FORT WORTH — Pledging their support for basketball coach Billy Tubbs, TCU officials said Friday that they plan to honor Tubbs' contract in full.
Chancellor Michael Ferrari and athletic director Eric Hyman also said that a buyout of Tubbs' contract is not in the works.
"Coach Tubbs is our basketball coach at TCU, and we're going to honor our contractual commitment," Hyman said. "All the rest of the speculation is pure, unsubstantiated rumors. . . . He has my full support."
Added Ferrari, "Billy Tubbs is our coach, he's done a terrific job, and we had another 20-win season."
It is believed next season will be the last year of Tubbs' multiyear contract. Both Ferrari and Hyman, citing privacy issues at the school, declined to comment on the contract.
Tubbs, 66, also cannot discuss contract specifics, citing terms of
his deal, but said "the contract does not end this year."
Speculation began to circulate Thursday that Tubbs might have coached his final game at TCU after the Frogs lost to Hawaii, 99-79, in the Western Athletic Conference tournament.
"This has been a long 24 hours," said Tubbs, who spent much of Friday on a recruiting trip. "All of this was kind of shocking. I'm going to recover from this. I would be lying to you if I said it doesn't bother me."
Tubbs, considered the most successful basketball coach in school history, also said he does not plan to resign from TCU in the near future.
"I'm still excited about TCU," Tubbs said. "I love TCU and Fort Worth, Texas."
The Horned Frogs, who lost in the WAC tournament quarterfinals Thursday, learn Sunday if their season will continue in the National Invitation Tournament.
An NIT berth would be the fourth postseason berth for TCU in Tubbs' seven years at the school. The Frogs had a string of three consecutive postseason appearances snapped last year.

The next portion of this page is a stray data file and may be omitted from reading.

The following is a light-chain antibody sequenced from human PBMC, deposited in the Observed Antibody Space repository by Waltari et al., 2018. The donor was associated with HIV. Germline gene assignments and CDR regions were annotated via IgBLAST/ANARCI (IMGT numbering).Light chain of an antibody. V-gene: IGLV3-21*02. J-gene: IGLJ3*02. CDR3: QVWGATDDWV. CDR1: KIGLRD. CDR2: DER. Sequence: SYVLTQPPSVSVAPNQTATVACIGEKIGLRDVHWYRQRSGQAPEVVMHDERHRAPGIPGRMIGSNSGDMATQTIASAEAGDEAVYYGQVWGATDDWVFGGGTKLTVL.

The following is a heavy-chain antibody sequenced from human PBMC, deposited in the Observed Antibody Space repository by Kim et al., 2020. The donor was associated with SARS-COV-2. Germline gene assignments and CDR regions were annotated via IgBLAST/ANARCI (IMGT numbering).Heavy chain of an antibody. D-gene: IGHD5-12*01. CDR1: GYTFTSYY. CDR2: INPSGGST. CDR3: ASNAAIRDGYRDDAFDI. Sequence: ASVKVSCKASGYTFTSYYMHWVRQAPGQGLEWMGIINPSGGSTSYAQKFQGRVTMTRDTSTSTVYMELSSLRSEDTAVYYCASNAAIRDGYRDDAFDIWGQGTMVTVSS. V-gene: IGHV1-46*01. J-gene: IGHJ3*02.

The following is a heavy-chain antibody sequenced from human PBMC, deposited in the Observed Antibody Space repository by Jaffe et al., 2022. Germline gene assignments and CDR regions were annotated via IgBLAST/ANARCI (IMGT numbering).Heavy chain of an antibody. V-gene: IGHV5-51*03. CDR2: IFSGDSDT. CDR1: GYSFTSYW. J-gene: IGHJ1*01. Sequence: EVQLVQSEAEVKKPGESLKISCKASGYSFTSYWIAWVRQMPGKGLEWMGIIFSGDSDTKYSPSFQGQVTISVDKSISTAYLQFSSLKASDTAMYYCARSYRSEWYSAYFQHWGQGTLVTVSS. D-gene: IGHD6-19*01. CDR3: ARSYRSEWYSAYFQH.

Tubbs, 140-80 at TCU, has won an average of 20 games a season with the Frogs. His winning percentage of .636 is second in school history, and TCU has not had a losing season under Tubbs.
However, Tubbs agrees with critics who aren't satisfied with thestate of the program. TCU's only NCAA Tournament trip under Tubbs came in 1998.
"This is the most successful period in the history of TCU," Tubbs said, "but I'm not happy with our program at TCU. My expectations are higher than this, and I haven't given up."
Ferrari and Hyman would not comment on whether a contract extension is being considered for Tubbs. Both said TCU's standard procedure is to evaluate a coach at the conclusion of the season.
TCU, however, handled the contract status of former football coach Dennis Franchione differently. The school began discussing a renegotiated contract and extension with Franchione before the season ended.
Ferrari said those talks were a different situation. He said that TCU felt the need to respond to the open courting of Franchione by other schools. Franchione eventually left TCU for Alabama.
If Tubbs does not receive an extension, he would enter Conference USA with only one year guaranteed. Tubbs said he could envision coaching for several more years.